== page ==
“I felt I could relate to her… probably because she was the only female character there.”
Avengers: Endgame premiered as one of the biggest movies ever and, naturally, as a conclusion to 22 movies with hundreds of character arcs, opinions were everywhere. While it is impossible for the franchise to make everyone happy, Emma Popcorn breaks down the debate surrounding the characterisation of Black Widow, aka Natasha Romanov, in the franchise’s dramatic end. Warning to those who have (somehow) still not seen the movie: SPOILERS AHEAD!
“Black Widow has gone on such a huge journey throughout the Marvel Cinematic Universe movies, from being just a side character, femme fatal, not much of a personality in Iron Man 2 to being a really well developed, three-dimensional character by Avengers: Endgame,”says Emma of Natasha’s journey. However, despite the fact that the Avengers storyline comprises an epic 22-movie saga, she has not had a solo movie to showcase this development.
Emma’s love for Black Widow began after seeing the first Avengers movie, but she now views the movie’s portrayal of her as a problematic beginning. Of the original Avengers team, Black Widow is the only woman, and by virtue of her gender alone is helf to different standards by the audience. “Because she is the only woman in the movie, the audience kind of expect her to represent all of womenkind,” says Emma – of course, an impossible task to which Black Widow’s character will fall short.
“If the representation of Black Widow falls into certain stereotypes, that’s going to look bad on women and also the people who made the movie.”
Emma characterises Black Widow as a typical strong woman in the first Avengers movie, someone who “wasn’t allowed to be weak.” This became even more pronounced when she became part of a romantic subplot in Avengers: Age of Ultron. “When they tried to give this character a romantic storyline, that was also a problem, because it meant that pretty much all of the female characters in the MCU were love interests for one of the male characters in the MCU.”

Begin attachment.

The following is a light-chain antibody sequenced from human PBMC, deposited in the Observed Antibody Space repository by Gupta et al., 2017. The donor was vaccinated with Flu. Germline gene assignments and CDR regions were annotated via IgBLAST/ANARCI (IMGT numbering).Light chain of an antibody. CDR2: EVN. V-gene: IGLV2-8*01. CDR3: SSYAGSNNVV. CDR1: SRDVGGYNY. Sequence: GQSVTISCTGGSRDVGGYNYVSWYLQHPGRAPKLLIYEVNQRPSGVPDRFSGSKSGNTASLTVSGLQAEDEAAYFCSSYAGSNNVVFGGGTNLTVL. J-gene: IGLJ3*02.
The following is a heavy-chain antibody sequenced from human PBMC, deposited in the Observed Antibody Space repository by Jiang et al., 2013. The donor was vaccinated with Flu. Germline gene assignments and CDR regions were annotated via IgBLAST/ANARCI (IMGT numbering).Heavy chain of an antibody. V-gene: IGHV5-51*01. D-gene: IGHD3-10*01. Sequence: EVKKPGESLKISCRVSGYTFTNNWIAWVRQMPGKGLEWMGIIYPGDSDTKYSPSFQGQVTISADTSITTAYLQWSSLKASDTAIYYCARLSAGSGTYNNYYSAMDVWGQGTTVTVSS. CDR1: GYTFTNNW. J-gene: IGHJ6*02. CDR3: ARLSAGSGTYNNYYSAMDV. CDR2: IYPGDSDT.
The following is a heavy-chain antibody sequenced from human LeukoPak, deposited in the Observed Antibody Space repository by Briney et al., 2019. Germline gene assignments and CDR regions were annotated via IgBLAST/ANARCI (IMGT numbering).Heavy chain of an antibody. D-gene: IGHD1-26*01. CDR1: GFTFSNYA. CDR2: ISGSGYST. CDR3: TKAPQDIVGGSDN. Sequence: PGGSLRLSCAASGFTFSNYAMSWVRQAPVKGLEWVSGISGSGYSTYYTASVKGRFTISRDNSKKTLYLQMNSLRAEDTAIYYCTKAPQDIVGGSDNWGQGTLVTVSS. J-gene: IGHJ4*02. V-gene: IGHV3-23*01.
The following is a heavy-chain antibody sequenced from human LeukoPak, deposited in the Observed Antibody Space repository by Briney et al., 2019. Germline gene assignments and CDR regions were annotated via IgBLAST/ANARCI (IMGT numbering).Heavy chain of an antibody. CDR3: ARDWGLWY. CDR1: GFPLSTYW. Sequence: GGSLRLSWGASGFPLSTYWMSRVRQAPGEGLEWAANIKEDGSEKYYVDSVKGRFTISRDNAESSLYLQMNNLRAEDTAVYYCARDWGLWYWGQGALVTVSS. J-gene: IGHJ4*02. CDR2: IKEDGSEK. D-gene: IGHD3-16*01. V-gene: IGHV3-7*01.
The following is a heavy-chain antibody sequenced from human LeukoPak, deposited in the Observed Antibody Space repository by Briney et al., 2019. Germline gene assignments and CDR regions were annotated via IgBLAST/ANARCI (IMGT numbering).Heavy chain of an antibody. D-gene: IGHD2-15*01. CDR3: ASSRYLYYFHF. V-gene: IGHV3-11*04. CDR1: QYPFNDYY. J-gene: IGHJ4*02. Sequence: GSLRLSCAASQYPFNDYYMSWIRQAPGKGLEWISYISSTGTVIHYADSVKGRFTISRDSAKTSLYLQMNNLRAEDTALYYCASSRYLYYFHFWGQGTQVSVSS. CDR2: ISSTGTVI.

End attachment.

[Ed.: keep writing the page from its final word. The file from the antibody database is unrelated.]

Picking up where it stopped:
Emma notes that the addition of more female superheroes into the MCU has allowed Black Widow to become more three-dimensional as, the more representation a group has, the move diverse they are allowed to be. However, despite the progress the MCU has made in terms of female representation, that doesn’t necessarily mean that they’ve done all minority groups justice. many fans took issue with Thor’s characterisation in Avengers: Endgame.
While Emma finds the abstracted message of Thor’s storyline valid, the execution didn’t sit right with her. “That storyline…from when he sees his mother and she accepts him for who he is and not who he should be, finding out that he’s still worthy even thought he’s near shirking his responsibilities, learning that he doesn’t need to be king to be worthy and that he doesn’t even need to be slim and muscular to fight Thanos, that’s a great message,” explains Emma. “However, it’s played as a joke.” Here, she concludes, is where they run into the Black Widow problem with Thor. Because there are no characters in the MCU who are overweight, the writers’ treatment of Thor’s weight as a physical depiction of his trauma becomes the only representation of someone who is overweight.
“I’m not saying that the Marvel Cinematic Universe must represent all types of people, at all times, in all ways,” says Emma. “But diversity isn’t just about picking up minority groups and putting them in your movie and just having them be. Sure, that’s part of it, but diversity is also having diversity within those groups.”